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We have a later Mk II, and had the good fortune to tour a Mk I that came into the slip across from us a few weeks ago. I was quite surprised at how different the interior layout was. The Mk I was well maintained, but probably about 10 yrs older, so some of the difference might have been age related.

I'm not sure how to describe it, but the Mk I companionway steps are open, and sort of drop you down into an open area, with the quarterberth/nav station to port. On our Mk II the steps have bulkheads on either side, and you wind up standing with an open view of the galley/salon area. The Mk II quarterberth is private, with a door leading aft from the galley, while the head is to starboard. The Mk I has a bulkhead between the nav station and the main cabin which, to my eye, makes the main cabin look smaller though I'm not sure it really is. One big difference between our Mk II and the Mk I and most other Mk II's is the interior - ours is cherry rather than the standard teak, and seems to be quite a bit brighter and less cave like.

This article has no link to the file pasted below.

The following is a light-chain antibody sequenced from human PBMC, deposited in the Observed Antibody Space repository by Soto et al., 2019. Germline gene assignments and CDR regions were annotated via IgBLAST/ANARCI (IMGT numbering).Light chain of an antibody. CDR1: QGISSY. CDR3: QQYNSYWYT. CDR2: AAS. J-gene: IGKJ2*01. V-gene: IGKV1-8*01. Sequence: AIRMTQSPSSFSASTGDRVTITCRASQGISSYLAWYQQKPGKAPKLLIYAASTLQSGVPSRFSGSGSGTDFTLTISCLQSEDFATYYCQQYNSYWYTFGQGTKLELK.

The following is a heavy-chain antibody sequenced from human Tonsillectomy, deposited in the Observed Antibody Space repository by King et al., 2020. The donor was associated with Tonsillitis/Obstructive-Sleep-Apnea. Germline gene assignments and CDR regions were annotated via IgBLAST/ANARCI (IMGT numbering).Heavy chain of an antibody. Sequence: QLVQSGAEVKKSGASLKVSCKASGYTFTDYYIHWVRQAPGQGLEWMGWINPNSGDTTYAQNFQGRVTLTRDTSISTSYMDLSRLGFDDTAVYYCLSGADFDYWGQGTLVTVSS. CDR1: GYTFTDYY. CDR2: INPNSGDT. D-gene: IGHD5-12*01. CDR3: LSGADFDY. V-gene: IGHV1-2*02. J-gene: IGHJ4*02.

Engine access is probably slightly better on the Mk I than it is on the Mk II, though I haven't found it that difficult. Our Mk II has the 38 hp Westerbeke 38B Four rather than the 3 cylinder mentioned in the Sail magazine article.

One other difference is that ours has a sugar scoop stern (swim platform) rather than the traditional. Apparently that was an option on the Mk II's. Being baby boomers, it's slightly easier to board the dingy from the swim platform, though the freeboard is not so high that it makes a big difference.

The coachroof lines are also different, with the Mk I having two distinct handrails on two slightly different elevations, compared to our single handrail. Also the Mk I had the older style aluminum extrusion portlight frames whereas ours has the built in fixed portlights and heavy duty SS opening portlights (I don't really know, but those may have been an option).

From the looks of the sail dimensions, the Mk II mast is slightly forward - with longer boom and shorter J dimension, making jibs easier to handle. This seemed to be the trend with J boats as well, larger mains, smaller jibs.

Hope this helps,
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